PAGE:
In the waning days of the 1973-1975 restoration of USS Constitution, Commanding Officer Tyrone G. Martin, investigated the possibility of retrofitting for saluting purposes two of the 24-pound American replica guns. When cast for the 1927-1931 restoration, the guns were made from low-grade iron and were never intended to fire. In early 1976, funds were made available for the saluting project and two 24-pounders were sent to the Naval Ordinance Station in Louisville, Kentucky. Once at the facility, the cascabels (back of the gun) were cut off to expose the end of the gun’s bore.

A band saw is lined up to cut the cascabel from the back of the gun at the Naval Ordinance Station in March 1976. [Courtesy Naval History & Heritage Command Detachment Boston]
A band saw is lined up to cut the cascabel from the back of the gun at the Naval Ordinance Station in March 1976. [Courtesy Naval History & Heritage Command Detachment Boston]

Once the cascabel was removed, the back of the gun was machined flat and prepared for the bolts used to hold the saluting gun in place.

 

Note the bolt pattern on the back of the gun. [Courtesy Naval History & Heritage Command Detachment Boston]
Note the bolt pattern on the back of the gun. [Courtesy Naval History & Heritage Command Detachment Boston]

Naval Ordinance Station staff extended the gun’s bore to accommodate the saluting mechanism.

 

Staff extend the bore at the muzzle of the gun. [Courtesy Naval History & Heritage Command Detachment Boston]
Staff extend the bore at the muzzle of the gun. [Courtesy Naval History & Heritage Command Detachment Boston]

A modern 40mm saluting gun was inserted into the newly reamed barrel of each 24-pound long gun. This enabled the gun to fire a saluting charge.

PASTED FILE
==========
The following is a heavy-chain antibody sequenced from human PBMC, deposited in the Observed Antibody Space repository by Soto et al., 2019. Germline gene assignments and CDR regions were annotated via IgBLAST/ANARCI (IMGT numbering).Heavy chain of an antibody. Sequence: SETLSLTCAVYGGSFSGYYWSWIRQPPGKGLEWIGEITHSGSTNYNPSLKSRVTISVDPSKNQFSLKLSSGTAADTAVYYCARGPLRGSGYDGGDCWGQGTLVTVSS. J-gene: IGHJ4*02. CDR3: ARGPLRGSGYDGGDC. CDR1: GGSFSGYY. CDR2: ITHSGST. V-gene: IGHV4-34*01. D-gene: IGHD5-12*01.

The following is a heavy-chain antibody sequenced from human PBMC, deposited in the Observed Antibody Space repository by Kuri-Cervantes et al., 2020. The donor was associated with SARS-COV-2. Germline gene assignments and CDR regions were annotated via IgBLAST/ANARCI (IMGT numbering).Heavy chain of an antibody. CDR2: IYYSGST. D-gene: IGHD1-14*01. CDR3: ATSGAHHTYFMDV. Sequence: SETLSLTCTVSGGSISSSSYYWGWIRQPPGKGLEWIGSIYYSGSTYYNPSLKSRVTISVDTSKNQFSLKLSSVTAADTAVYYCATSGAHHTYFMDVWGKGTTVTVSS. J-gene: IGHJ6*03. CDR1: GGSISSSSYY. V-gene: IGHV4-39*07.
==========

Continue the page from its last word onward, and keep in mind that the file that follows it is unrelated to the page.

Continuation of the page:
Naval Ordinance Station staff insert the salute mechanism into the newly reamed barrel of the 24-pounder. [Courtesy Naval History & Heritage Command Detachment Boston]
Naval Ordinance Station staff insert the salute mechanism into the newly reamed barrel of the 24-pounder. [Courtesy Naval History & Heritage Command Detachment Boston]

In late March 1976, the two saluting guns were tested at the Naval Ordinance Station. For each successful test firing, the 40mm salute round used a load of 350 grams of black powder.

Naval Ordinance Station staff test fire the 24-pound long gun. [Courtesy Naval History & Heritage Command Detachment Boston]
Naval Ordinance Station staff test fire the 24-pound long gun. [Courtesy Naval History & Heritage Command Detachment Boston]

The two retrofitted 24-pound American guns were sent back to Constitution in time for Boston’s celebration of the American bicentennial in July 1976. On July 10, Constitution led the parade of tall ships up Boston Harbor, firing minute guns welcoming vessels from around the world. Queen Elizabeth II, aboard HMY Britannia, was welcomed with her own salute. Commander Martin and the crew of Constitution received the following message from the Queen’s yacht: “Your salute was magnificent. Britannia sends.” The next day, on July 11, Queen Elizabeth, Prince Philip, and Secretary of the Navy J. William Middendorf were welcomed aboard by Commander Martin. This is the only time that a sitting British monarch has ever stepped foot on the decks of USS Constitution.

Commanding Officer Tyrone G. Martin welcomed Queen Elizabeth II aboard USS Constitution, along with Secretary of the Navy J. William Middendorf (center) and Prince Philip (background), on July 11, 1976. [Courtesy U.S. Navy]
Commanding Officer Tyrone G. Martin welcomed Queen Elizabeth II aboard USS Constitution, along with Secretary of the Navy J. William Middendorf (center) and Prince Philip (background), on July 11, 1976. [Courtesy U.S. Navy]

On November 11, 1976, Commander Martin recommenced the practice of firing morning and sunset guns from Constitution. Gun salutes are also fired during each underway demonstration in Boston Harbor. The video below shows two USS Constitution crew firing a salute on June 6, 2014 to commemorate the 70th anniversary of D-Day. Today, the 40mm shells use 200 grams of black powder. The practice of morning and sunset gun salutes will continue during the 2015-2017 restoration.

 

USS Constitution in the midst of firing a 21-gun salute on October 21, 2011 to commemorate the 214th anniversary of her launching. [Courtesy Naval History & Heritage Command Detachment Boston.]
USS Constitution in the midst of firing a 21-gun salute on October 21, 2011 to commemorate the 214th anniversary of her launching. [Courtesy Naval History & Heritage Command Detachment Boston. Photo by James Almeida.]

– M. M. Desy & K. Monea

The Author(s)

USS Constitution Museum
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